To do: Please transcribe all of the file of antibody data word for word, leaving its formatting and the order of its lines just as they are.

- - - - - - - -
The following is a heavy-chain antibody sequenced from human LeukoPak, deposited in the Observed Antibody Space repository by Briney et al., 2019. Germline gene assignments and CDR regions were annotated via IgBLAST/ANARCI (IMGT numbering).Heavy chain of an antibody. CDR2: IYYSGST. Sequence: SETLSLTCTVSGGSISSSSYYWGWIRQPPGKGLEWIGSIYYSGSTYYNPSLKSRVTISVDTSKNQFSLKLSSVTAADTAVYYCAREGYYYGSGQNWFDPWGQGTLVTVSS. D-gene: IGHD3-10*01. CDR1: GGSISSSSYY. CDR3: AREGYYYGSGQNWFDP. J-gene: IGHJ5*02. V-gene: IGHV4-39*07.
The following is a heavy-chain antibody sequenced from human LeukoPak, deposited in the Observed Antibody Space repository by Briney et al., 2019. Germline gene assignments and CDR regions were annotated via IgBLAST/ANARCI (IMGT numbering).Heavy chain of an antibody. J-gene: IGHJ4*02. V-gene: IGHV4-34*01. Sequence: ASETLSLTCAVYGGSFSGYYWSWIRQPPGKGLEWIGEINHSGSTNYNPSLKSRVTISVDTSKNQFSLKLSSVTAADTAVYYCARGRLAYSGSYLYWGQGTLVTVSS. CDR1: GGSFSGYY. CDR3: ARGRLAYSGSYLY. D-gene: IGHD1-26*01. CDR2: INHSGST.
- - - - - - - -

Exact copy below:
The following is a heavy-chain antibody sequenced from human LeukoPak, deposited in the Observed Antibody Space repository by Briney et al., 2019. Germline gene assignments and CDR regions were annotated via IgBLAST/ANARCI (IMGT numbering).Heavy chain of an antibody. CDR2: IYYSGST. Sequence: SETLSLTCTVSGGSISSSSYYWGWIRQPPGKGLEWIGSIYYSGSTYYNPSLKSRVTISVDTSKNQFSLKLSSVTAADTAVYYCAREGYYYGSGQNWFDPWGQGTLVTVSS. D-gene: IGHD3-10*01. CDR1: GGSISSSSYY. CDR3: AREGYYYGSGQNWFDP. J-gene: IGHJ5*02. V-gene: IGHV4-39*07.
The following is a heavy-chain antibody sequenced from human LeukoPak, deposited in the Observed Antibody Space repository by Briney et al., 2019. Germline gene assignments and CDR regions were annotated via IgBLAST/ANARCI (IMGT numbering).Heavy chain of an antibody. J-gene: IGHJ4*02. V-gene: IGHV4-34*01. Sequence: ASETLSLTCAVYGGSFSGYYWSWIRQPPGKGLEWIGEINHSGSTNYNPSLKSRVTISVDTSKNQFSLKLSSVTAADTAVYYCARGRLAYSGSYLYWGQGTLVTVSS. CDR1: GGSFSGYY. CDR3: ARGRLAYSGSYLY. D-gene: IGHD1-26*01. CDR2: INHSGST.